Top 40 Smash Taps: “Plastic Man” and “Happy People”

These posts are about the songs that can accurately claim to crossed the key line of chart success, becoming Top 40 hits on Billboard, but just barely. Every song featured in this series peaked at number 40.

By my rough count, the Temptations made thirty-seven visits to the Billboard Top 40, not counting an early nineteen-nineties collaboration with Rod Stewart at the precise moment he gave up all pretenses of being anything other than treacly hack. Of those, four actually made it all the way to #1, beginning with the sweetest of romantic tributes and ending with with a funk scorcher about a missing pater familias.They had two different tracks that just barely crossed the Top 40 threshold, both of them arriving in the nineteen-seventies. “Plastic Man,” the first of that pair had the burden of arriving while their final chart-topper was still a fresh memory. What’s more, the track was also the direct follow-up to their last song to make it into the Top 10, the title cut from their 1973 album Masterpiece. “Plastic Man” is a nice number, but nowhere near the sprawling funk/soul workouts that represented their most recent significant successes.

Late the following year, the Temptations released “Happy People,” the lead single from their 1975 album A Song for You. Co-written by Lionel Richie, the song was another tight little funk song, in line with other material they were releasing at the time and not that dissimilar from other punchy efforts climbing the charts. “Happy People,” though, stalled at #40. Though the Temptations squeezed out a couple more Top 40 entries from that album, some of the magic was clearly gone. Before long, the group jumped labels to Atlantic Records, a transition that once would have been considered unthinkable for one of the defining acts of the Motown sound. Their new home didn’t turn things around, and they were back with Motown Records by the end of the decade.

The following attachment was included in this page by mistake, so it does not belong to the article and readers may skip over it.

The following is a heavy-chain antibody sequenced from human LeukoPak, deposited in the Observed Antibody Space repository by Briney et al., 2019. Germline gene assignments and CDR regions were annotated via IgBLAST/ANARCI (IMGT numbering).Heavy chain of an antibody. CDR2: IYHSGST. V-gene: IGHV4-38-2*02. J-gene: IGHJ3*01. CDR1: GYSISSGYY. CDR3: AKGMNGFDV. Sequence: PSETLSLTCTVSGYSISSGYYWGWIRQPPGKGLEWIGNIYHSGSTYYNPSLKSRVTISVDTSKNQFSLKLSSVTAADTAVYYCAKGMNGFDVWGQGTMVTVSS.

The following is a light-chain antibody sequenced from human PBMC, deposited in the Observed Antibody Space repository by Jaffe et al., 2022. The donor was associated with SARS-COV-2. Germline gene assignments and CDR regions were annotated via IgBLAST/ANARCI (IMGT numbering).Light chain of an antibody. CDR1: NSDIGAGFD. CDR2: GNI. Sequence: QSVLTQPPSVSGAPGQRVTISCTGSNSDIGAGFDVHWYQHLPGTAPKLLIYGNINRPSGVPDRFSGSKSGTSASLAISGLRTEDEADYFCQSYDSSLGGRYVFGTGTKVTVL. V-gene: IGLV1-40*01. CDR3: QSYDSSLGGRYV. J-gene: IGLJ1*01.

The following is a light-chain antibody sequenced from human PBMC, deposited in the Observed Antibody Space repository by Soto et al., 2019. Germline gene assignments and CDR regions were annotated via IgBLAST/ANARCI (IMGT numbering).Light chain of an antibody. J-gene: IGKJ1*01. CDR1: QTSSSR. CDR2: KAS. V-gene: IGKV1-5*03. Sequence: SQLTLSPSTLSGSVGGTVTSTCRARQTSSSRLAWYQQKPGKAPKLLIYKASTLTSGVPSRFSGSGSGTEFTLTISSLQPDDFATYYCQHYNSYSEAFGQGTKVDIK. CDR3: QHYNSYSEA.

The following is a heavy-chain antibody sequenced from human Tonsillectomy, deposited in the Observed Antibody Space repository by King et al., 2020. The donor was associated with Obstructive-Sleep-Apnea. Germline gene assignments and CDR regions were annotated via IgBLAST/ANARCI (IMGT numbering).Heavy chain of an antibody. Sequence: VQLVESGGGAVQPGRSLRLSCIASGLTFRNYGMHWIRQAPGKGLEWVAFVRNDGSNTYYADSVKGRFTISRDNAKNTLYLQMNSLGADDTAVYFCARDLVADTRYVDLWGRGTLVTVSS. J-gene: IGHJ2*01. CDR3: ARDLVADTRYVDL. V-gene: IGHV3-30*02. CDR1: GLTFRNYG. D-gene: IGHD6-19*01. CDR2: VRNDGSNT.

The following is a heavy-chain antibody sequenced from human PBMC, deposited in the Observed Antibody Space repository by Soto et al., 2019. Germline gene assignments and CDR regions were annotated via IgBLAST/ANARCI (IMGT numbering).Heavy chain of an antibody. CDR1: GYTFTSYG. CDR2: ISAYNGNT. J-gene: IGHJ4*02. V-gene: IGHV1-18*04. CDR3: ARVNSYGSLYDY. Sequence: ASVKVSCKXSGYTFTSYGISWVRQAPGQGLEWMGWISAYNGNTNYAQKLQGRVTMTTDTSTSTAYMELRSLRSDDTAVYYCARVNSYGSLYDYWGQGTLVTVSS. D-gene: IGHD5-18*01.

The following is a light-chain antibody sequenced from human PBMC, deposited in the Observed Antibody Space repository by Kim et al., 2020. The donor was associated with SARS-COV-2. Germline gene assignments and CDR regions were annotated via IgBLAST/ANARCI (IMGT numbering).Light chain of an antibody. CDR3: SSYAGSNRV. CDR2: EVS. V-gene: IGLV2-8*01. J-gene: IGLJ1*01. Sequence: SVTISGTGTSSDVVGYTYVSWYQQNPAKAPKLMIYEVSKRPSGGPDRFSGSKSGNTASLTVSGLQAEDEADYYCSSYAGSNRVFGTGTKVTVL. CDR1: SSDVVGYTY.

“Just Like Heaven” by The Cure.
“I’m in Love” by Evelyn King
“Buy Me a Rose” by Kenny Rogers
“Who’s Your Baby” by The Archies
“Me and Bobby McGee” by Jerry Lee Lewis
“Angel in Blue” by J. Geils Band
“Crazy Downtown” by Allan Sherman
“I’ve Seen All Good People” and “Rhythm of Love” by Yes
“Naturally Stoned” by the Avant-Garde
“Come See” by Major Lance
“Your Old Standby” by Mary Wells
“See the Lights” by Simple Minds
“Watch Out For Lucy” by Eric Clapton
“The Alvin Twist” by Alvin and the Chipmunks
“Love Me Tender” by Percy Sledge
“Jennifer Eccles” by the Hollies
“Video Killed the Radio Star” by the Olympics
“The Bounce” by the Olympics
“Your One and Only Love” by Jackie Wilson
“Tell Her She’s Lovely” by El Chicano
“The Last Time I Made Love” by Joyce Kennedy and Jeffrey Osborne
“Limbo Rock” by The Champs
“Crazy Eyes For You” by Bobby Hamilton
“Who Do You Think You’re Foolin'” by Donna Summer
“Violet Hill” and “Lost+” by Coldplay
“Freight Train” by the Chas. McDevitt Skiffle Group
“Sweet William” by Little Millie Small
“Live My Life” by Boy George
“Lessons Learned” by Tracy Lawrence
“So Close” by Diana Ross
“Six Feet Deep” by the Geto Boys
“You Thrill Me” by Exile
“What Now” by Gene Chandler
“Put It in a Magazine” by Sonny Charles
“Got a Love for You” by Jomanda
“Stone Cold” by Rainbow
“People in Love” by 10cc
“Just Seven Numbers (Can Straighten Out My Life)” by the Four Tops
“Thinkin’ Problem” by David Ball
“You Got Yours and I’ll Get Mine” and “Trying to Make a Fool of Me” by the Delfonics
“The Riddle (You and I)” by Five for Fighting
“I Can’t Wait” by Sleepy Brown
“Nature Boy” by Bobby Darin
“Give It to Me Baby” and “Cold Blooded” by Rick James
“Who’s Sorry Now?” by Marie Osmond
“A Love So Fine” by the Chiffons
“Funky Y-2-C” by the Puppies
“Brand New Girlfriend” by Steve Holy
“I Can’t Help Myself (Sugar Pie Honey Bunch)” by Bonnie Pointer
“Mr. Loverman” by Shabba Ranks
“I’ve Never Found a Girl” by Eddie Floyd

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